# INDIRECT FUNCTION IN EXCEL

December 6, 2011 Leave a comment

In its simplest usage, the **INDIRECT** function allows you to put the address of one cell in another, and get data from the the first cell by referencing the second. For example, if cell A1 has the value “C3”, then **=INDIRECT(A1****)** will return the value in C3.

The real power of the **INDIRECT** function is that it can turn any string into a reference. This includes any string that you build up using string constants and the values of other cells in the formula, strung together with the & concatenation operator. For example, the simple formula

**=SUM(A5:A10)**

will sum the values in the range A5:A10. However, suppose you want to be able to specify which range of rows to sum “on the fly”, without having to change the formula. The INDIRECTfunction allows you to do this. Suppose you put your starting row cell B1, and your ending row in C1. Then, you can use the formula

**=SUM(INDIRECT(“A”&B1&”:A”&C1))**

The argument to the INDIRECT function is

**“A”&B1&”:A”&C1**

If B1 contains 5 and C1 contains 10, this evaluates to the string “A5:A10”. The INDIRECT function converts this string to an actual range reference, which is passed to the SUM function.

Another useful feature of the INDIRECT function is that since it takes string argument, you can use it to work with cell references that you don’t want Excel to automatically change when you insert or delete rows. Normally, Excel will change cell references when you insert or delete rows or columns, even when you use Absolute referencing. If you have the formula =SUM($A$1:$A$10), and then insert a row at row 5, Excel will convert the formula to =SUM($A$1:$A$11). If you don’t want this to happen, use the INDIRECT function to change a text string to a reference:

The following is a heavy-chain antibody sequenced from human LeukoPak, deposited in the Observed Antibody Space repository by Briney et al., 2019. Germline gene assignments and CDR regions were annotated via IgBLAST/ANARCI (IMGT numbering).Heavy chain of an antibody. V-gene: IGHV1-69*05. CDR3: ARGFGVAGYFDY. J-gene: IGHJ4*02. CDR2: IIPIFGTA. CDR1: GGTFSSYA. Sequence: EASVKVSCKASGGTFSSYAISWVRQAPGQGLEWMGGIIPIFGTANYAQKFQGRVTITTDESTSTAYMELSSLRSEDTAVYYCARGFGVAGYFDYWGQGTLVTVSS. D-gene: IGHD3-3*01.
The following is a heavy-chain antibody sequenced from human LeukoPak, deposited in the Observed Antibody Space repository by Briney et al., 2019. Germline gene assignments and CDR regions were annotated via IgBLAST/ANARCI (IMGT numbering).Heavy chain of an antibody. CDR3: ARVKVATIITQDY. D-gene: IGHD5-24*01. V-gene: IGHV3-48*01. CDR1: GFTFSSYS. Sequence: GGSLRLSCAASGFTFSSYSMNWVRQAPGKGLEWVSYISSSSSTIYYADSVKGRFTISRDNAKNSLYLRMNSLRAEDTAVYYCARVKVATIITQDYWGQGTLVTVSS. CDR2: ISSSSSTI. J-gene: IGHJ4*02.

**=SUM(INDIRECT(“A1:A10”))**

Since Excel sees “A1:A10” as a text string rather than a range reference, it will not change it when rows or columns are deleted or inserted.

This feature is important when working with some array formulas. Frequently, an array formula will use the ROW() function to return an array of numbers. For example, the following formula will return the average of the 10 largest numbers in the range A1:A60 :

**=AVERAGE(LARGE(A1:A60,ROW(1:10)))**

However, if you insert a row between rows 1 and 10, Excel will change the formula to

**=AVERAGE(LARGE(A1:A60,ROW(1:11)))**

which will return the average of the 11 largest numbers. If we use the function with a string, Excel won’t change the reference, so the formula will remain correct, regardless of whether and where rows are inserted or deleted.

**=AVERAGE(LARGE(A1:A60,ROW(INDIRECT(“1:10”))))**

You can use the **INDIRECT** function in conjunction with the **ADDRESS** function. The **ADDRESS** function uses row and column numbers to create a string address. For example, the formula**=ADDRESS(5,6)** returns the string **$F$5**, since **$F$5 **is the 5th row of column 6. You can use then pass this to **INDIRECT **to get the value in cell **F5**. For example, **=INDIRECT(ADDRESS(5,6))** . While this example may seem trivial, it illustrates a technique that you can use to build more complicated formulas.